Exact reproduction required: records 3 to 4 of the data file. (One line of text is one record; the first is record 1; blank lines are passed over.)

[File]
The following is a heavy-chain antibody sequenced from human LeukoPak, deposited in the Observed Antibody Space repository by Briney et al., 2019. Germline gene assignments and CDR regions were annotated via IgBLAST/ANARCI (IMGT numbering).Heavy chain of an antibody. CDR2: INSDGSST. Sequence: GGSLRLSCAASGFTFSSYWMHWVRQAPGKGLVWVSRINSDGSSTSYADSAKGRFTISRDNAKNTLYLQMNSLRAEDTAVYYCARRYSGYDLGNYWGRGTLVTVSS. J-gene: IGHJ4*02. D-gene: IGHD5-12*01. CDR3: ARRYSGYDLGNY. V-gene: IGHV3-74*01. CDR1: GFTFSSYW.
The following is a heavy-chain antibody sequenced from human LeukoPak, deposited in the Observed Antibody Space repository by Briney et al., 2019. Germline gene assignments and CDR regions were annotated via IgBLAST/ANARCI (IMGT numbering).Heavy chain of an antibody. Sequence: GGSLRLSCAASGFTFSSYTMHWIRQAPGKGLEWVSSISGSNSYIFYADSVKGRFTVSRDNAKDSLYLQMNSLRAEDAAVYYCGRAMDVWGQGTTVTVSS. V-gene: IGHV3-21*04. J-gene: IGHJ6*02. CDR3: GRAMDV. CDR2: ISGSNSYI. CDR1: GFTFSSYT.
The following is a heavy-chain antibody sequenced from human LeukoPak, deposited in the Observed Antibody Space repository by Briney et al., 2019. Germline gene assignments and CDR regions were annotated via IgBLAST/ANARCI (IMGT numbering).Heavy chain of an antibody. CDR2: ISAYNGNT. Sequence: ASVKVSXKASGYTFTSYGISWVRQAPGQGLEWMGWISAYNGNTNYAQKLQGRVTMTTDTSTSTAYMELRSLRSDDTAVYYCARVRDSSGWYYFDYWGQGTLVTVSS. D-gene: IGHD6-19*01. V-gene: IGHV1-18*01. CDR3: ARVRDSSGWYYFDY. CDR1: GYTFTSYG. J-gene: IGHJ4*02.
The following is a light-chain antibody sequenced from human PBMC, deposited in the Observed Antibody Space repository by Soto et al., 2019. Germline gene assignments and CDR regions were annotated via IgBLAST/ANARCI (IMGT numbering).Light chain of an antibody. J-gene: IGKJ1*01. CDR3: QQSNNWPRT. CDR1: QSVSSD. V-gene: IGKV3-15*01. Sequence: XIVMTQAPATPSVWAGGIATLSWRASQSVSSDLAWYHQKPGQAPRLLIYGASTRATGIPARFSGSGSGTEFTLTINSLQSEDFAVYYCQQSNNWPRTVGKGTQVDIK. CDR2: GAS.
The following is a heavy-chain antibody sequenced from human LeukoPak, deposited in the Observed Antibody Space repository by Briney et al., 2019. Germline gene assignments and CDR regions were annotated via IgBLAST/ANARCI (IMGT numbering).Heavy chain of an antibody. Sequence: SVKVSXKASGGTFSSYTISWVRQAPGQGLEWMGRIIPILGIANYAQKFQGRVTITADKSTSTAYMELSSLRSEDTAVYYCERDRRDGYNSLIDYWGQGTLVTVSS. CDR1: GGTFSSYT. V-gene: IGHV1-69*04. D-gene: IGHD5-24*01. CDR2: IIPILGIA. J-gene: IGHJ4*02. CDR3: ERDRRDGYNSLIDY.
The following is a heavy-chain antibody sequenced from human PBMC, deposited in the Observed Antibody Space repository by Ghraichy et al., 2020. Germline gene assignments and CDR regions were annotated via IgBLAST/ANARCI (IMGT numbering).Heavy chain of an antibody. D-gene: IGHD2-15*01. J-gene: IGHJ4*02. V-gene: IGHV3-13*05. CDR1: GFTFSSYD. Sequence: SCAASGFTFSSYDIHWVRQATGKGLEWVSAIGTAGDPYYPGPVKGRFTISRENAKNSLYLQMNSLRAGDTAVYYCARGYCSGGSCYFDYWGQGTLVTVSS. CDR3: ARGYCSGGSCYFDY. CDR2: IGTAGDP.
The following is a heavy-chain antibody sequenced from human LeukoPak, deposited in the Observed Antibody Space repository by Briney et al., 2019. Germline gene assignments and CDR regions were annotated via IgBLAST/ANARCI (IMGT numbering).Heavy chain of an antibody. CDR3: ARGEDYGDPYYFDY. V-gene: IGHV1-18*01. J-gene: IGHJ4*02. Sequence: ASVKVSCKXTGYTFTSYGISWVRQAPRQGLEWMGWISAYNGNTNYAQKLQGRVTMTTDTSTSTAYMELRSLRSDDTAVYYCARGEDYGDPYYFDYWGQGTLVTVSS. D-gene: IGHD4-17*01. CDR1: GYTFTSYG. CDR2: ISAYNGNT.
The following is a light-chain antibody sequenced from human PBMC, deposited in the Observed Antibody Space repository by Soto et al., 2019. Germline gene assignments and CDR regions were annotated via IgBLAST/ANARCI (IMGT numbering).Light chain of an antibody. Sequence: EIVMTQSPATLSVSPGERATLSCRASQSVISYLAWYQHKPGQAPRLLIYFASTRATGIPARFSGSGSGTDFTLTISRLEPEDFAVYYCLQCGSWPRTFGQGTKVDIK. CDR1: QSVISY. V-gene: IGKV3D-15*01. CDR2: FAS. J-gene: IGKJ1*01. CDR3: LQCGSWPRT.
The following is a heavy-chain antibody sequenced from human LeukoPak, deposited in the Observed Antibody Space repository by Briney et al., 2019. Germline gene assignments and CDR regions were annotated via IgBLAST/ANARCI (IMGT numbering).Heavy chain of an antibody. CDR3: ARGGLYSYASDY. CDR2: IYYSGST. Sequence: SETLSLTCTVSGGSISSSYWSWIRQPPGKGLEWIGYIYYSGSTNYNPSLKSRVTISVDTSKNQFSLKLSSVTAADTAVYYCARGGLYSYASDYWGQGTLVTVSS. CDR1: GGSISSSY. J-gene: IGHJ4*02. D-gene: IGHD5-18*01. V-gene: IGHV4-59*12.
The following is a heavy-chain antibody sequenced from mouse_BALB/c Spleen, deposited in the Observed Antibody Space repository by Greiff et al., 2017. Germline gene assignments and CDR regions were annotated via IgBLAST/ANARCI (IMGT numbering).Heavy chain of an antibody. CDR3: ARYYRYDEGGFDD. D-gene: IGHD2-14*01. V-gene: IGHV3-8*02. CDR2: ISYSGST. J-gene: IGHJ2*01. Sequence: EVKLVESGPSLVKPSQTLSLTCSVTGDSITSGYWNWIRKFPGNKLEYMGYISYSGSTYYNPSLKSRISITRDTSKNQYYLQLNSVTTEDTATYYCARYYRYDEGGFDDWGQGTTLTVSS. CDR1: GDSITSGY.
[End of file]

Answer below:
The following is a heavy-chain antibody sequenced from human LeukoPak, deposited in the Observed Antibody Space repository by Briney et al., 2019. Germline gene assignments and CDR regions were annotated via IgBLAST/ANARCI (IMGT numbering).Heavy chain of an antibody. CDR2: ISAYNGNT. Sequence: ASVKVSXKASGYTFTSYGISWVRQAPGQGLEWMGWISAYNGNTNYAQKLQGRVTMTTDTSTSTAYMELRSLRSDDTAVYYCARVRDSSGWYYFDYWGQGTLVTVSS. D-gene: IGHD6-19*01. V-gene: IGHV1-18*01. CDR3: ARVRDSSGWYYFDY. CDR1: GYTFTSYG. J-gene: IGHJ4*02.
The following is a light-chain antibody sequenced from human PBMC, deposited in the Observed Antibody Space repository by Soto et al., 2019. Germline gene assignments and CDR regions were annotated via IgBLAST/ANARCI (IMGT numbering).Light chain of an antibody. J-gene: IGKJ1*01. CDR3: QQSNNWPRT. CDR1: QSVSSD. V-gene: IGKV3-15*01. Sequence: XIVMTQAPATPSVWAGGIATLSWRASQSVSSDLAWYHQKPGQAPRLLIYGASTRATGIPARFSGSGSGTEFTLTINSLQSEDFAVYYCQQSNNWPRTVGKGTQVDIK. CDR2: GAS.